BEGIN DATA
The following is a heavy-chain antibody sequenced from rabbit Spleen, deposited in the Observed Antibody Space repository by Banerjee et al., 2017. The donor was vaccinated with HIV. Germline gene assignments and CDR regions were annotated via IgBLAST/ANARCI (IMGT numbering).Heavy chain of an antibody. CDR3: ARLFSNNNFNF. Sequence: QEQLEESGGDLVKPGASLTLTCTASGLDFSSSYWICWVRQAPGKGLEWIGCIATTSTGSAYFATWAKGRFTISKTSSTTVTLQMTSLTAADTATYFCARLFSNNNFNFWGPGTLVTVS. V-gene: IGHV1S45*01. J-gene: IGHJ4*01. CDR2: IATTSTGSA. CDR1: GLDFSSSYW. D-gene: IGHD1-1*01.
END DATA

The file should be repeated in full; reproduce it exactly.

The following is a heavy-chain antibody sequenced from rabbit Spleen, deposited in the Observed Antibody Space repository by Banerjee et al., 2017. The donor was vaccinated with HIV. Germline gene assignments and CDR regions were annotated via IgBLAST/ANARCI (IMGT numbering).Heavy chain of an antibody. CDR3: ARLFSNNNFNF. Sequence: QEQLEESGGDLVKPGASLTLTCTASGLDFSSSYWICWVRQAPGKGLEWIGCIATTSTGSAYFATWAKGRFTISKTSSTTVTLQMTSLTAADTATYFCARLFSNNNFNFWGPGTLVTVS. V-gene: IGHV1S45*01. J-gene: IGHJ4*01. CDR2: IATTSTGSA. CDR1: GLDFSSSYW. D-gene: IGHD1-1*01.